Students, faculty and people from all over the Orlando area gathered at UCF on Tuesday for an evening that was anything but ordinary. Well, at least in outer space. While the weather in Orlando was rainy and humid, there was an event going on within the depths of the solar system that only happens twice every 120 years. And no, this wasn’t a UFO sighting.
The planet Venus, named after the Greek goddess of love and beauty, made its transit in front of the sun shortly after 6 p.m. To get the word out about this rare occurrence, the UCF Robinson Observatory and the Astronomy Society held a viewing party at the top floor of Garage A.
The viewing party called for three telescopes to be used. Each telescope had solar filters to allow everyone to look at the sun safely by cutting down the sun’s light. The Astronomy Society also handed out “eclipse glasses,” which were basically solar filter glasses made for people to look straight at the sun with no harm. More than 60 onlookers joined together to observe the Venus transit as the sun went down.
Those who were able to watch this occurrence were witnessing a rare planetary alignment, which is called a transit. In this case, the sun, Venus and Earth formed almost a perfect line in that order.
“This is rare because the distances between the planets are pretty big [tens of millions of miles]. So to get this alignment you need to have just the right conditions,” UCF astronomy professor Yan Fernandez said.
Although it was raining, people came out in droves to see something that doesn’t happen every day.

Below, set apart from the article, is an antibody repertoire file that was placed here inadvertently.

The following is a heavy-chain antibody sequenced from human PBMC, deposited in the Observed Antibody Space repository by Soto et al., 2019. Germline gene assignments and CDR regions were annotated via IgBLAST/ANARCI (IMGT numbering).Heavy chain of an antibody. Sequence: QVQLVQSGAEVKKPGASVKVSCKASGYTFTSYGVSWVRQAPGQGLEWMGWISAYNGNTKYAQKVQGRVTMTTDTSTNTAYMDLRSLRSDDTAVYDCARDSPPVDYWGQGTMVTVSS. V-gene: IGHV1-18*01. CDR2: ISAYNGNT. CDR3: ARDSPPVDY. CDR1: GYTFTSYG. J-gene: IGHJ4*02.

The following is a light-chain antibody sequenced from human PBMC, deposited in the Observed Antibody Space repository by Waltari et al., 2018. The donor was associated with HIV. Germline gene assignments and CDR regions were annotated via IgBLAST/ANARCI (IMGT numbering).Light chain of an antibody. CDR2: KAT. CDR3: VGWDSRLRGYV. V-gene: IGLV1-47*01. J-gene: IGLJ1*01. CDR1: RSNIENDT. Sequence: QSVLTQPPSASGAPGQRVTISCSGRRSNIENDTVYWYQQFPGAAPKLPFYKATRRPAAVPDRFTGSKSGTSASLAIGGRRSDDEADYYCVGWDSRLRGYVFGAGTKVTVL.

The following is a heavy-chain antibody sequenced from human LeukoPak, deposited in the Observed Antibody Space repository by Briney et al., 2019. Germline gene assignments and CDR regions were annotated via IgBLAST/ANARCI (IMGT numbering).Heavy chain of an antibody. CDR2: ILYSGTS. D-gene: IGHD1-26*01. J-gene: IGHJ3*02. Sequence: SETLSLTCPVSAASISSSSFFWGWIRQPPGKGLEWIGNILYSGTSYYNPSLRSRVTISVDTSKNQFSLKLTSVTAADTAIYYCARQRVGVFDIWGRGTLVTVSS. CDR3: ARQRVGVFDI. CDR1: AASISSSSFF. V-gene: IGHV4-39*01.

“The last event was in 2004, but before that the last transits were in 1874 and 1882," Fernandez said. “The next transits won’t happen until 2117 and 2125.”
For those interested in planetary alignments and solar transits, the UCF Astronomy Society is a very hands-on interactive organization. The Astronomy Society meets bi-monthly to discuss current astronomy topics, and each semester students of the society are responsible for producing a project. Last semester, the organization launched a weather balloon.
“We do a lot of public outreach to get people involved, but what I love about this club is that usually after every meeting we go to the Robinson Observatory on campus,” said junior Allison Bratcher, an astronomy major and physics minor.
“I was happily surprised that there was such an enthusiastic crowd, despite the rain,” Fernandez said.
Although the solar system may seem like a perplexing realm, intergalactic learning can be for everyone. Mya Jackson, a senior majoring in hospitality, feels that she may have found a new hobby.
“I originally just came with my friend, but now I will most certainly start making regular trips to the Observatory," Jackson said. "This stuff is too cool.”